Monarch - George V
Prime Minister - H. H. Asquith (coalition) (until 5 December), David Lloyd George (coalition) (starting 6 December)
1 January - The Royal Army Medical Corps carries out the first successful blood transfusion using blood that has been stored and cooled.
9 January - World War I: Battle of Gallipoli: Last British troops evacuated from Gallipoli, as the Ottoman Empire prevails over a joint British and French operation to capture Istanbul.
27 January - Conscription introduced by the Military Service Act; applied to unmarried men aged 18–41 from 2 March and to married men in the same age bracket from April/May; it does not extend to Ireland.
1 February - Night-long German Zeppelin raid on the West Midlands of England, claiming at least 35 lives; Tipton suffers the heaviest losses, with 14 fatalities.
1 March - Transfer of the National Library of Wales at Aberystwyth into its purpose-built premises is completed.
4 March - Third war budget raises income tax to five shillings in the pound.
10 March - Sir Hubert Parry writes the choral setting of William Blake's poem "And did those feet in ancient time", which becomes known as "Jerusalem" (first performed 28 March at the Queen's Hall, London).
22 March - Marriage of J. R. R. Tolkien and Edith Bratt at St. Mary Immaculate Roman Catholic Church, Warwick. They will serve as the inspiration for the fictional characters Beren and Lúthien.
25 March - Military Medal instituted as a military decoration for personnel of the British Army and other services below commissioned rank, for bravery in battle on land.
1/2–5/6 April - Nightly German Navy airship raids on England.
2 April - Munitions factory explosion at Uplees near Faversham, Kent, kills 108 men.
7 April - Garrick Theatre fire, Hereford: 8 young girls appearing in an amateur benefit evening performance for soldiers are killed when their costumes catch fire.
24 April–30 April - Easter Rising in Ireland: Members of the Irish Republican Brotherhood proclaim an Irish Republic and the Irish Volunteers and Irish Citizen Army occupy the General Post Office and other buildings in Dublin before surrendering to the British Army.
24 April–19 May - Voyage of the James Caird, an open boat journey from Elephant Island in the South Shetland Islands to South Georgia in the southern Atlantic Ocean (800 nautical miles (1,500 km; 920 mi)) undertaken by Sir Ernest Shackleton and five companions to obtain rescue for the main body of the Imperial Trans-Antarctic Expedition (left under command of Frank Wild) following the loss of its ship Endurance.
25 April - German battlecruisers bombard Lowestoft and Great Yarmouth.
27 April - Gas attack at Hulluch in France: 47th Brigade, 16th (Irish) Division, decimated in one of the most heavily concentrated gas attacks of the war.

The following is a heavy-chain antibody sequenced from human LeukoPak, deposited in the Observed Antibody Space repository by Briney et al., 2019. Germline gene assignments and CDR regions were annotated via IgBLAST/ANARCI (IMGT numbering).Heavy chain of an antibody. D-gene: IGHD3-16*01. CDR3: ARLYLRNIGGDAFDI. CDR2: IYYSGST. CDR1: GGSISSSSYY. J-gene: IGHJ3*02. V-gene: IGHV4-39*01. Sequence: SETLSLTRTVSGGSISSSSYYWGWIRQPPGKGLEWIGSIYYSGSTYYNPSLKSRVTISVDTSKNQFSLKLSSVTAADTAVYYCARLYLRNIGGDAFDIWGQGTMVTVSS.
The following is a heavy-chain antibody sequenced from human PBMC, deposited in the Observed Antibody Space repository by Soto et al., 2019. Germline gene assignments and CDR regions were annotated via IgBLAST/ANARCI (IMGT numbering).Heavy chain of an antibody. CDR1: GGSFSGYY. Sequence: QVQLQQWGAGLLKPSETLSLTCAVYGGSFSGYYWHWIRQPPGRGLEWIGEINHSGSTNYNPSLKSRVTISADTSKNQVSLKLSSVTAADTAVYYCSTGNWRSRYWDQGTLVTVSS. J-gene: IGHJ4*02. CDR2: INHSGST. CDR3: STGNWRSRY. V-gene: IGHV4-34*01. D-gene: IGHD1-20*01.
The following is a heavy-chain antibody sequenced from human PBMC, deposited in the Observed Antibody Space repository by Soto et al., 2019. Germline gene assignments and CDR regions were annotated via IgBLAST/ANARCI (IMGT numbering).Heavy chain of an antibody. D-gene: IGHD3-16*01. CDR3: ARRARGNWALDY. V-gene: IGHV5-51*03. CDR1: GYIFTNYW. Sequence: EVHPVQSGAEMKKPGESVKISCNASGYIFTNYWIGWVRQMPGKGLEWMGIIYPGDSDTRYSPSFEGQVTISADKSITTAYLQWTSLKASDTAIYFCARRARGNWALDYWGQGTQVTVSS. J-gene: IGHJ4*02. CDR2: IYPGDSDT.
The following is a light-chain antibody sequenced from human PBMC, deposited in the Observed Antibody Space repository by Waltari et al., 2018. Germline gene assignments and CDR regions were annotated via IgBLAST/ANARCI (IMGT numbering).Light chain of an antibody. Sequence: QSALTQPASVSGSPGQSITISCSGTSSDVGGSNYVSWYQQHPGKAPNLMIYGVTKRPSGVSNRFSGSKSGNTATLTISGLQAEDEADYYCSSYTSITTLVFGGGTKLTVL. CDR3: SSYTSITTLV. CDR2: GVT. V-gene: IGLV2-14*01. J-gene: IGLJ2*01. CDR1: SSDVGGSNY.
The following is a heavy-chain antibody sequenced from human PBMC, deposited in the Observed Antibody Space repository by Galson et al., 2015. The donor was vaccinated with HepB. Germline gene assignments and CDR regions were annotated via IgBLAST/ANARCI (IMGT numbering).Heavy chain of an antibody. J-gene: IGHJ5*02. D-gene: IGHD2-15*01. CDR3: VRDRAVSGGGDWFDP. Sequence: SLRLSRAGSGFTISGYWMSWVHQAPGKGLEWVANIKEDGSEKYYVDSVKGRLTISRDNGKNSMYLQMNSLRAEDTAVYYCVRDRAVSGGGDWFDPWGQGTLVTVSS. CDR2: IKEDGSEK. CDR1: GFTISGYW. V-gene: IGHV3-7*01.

29 April - Siege of Kut ends with the surrender of British forces to the Ottoman Empire at Kut-al-Amara on the Tigris in Basra Vilayet during the Mesopotamian campaign.
2 May - Eight German Zeppelins raid the east coast of England.
16 May - The UK and France conclude the secret Sykes–Picot Agreement, which is to divide Arab areas of the Ottoman Empire, following the conclusion of the war, into French and British spheres of influence.
21 May - Daylight saving time introduced.
31 May–1 June - Battle of Jutland between the Royal Navy's Grand Fleet and the German High Seas Fleet in the North Sea, World War I's only large-scale clash of battleships. The result is tactically inconclusive but British dominance of the North Sea is maintained. Prince Albert is present as an officer.
5 June - HMS Hampshire sinks having hit a mine off Orkney with Lord Kitchener aboard.
12 June - Whit Monday bank holiday abandoned.
1 July–18 November - Battle of the Somme: More than one million soldiers die; with 57,470 British Empire casualties on the first day, 19,240 of them killed, the British Army's bloodiest day; the Accrington Pals battalion is effectively wiped out in the first few minutes. The immediate result is tactically inconclusive.
25 July - North of Scotland Special Military Area declared, restricting access by non-residents to everywhere north of the Great Glen. Other areas so designated this year are the Isle of Sheppey (7 September), Newhaven (22 September), Harwich (27 September), Dover (6 October) and Spurn.
27 July - English civilian ferry captain Charles Fryatt is executed at Bruges after a German court-martial condemns him for attempting to ram a U-boat in 1915.
3 August - The musical comedy Chu Chin Chow, written, produced, directed and starring Oscar Asche, with music by Frederic Norton, premières at His Majesty's Theatre in London. It will run for five years and a total of 2,238 performances (more than twice as many as any previous musical), a record that will stand for nearly forty years.
7 August - August bank holiday abandoned.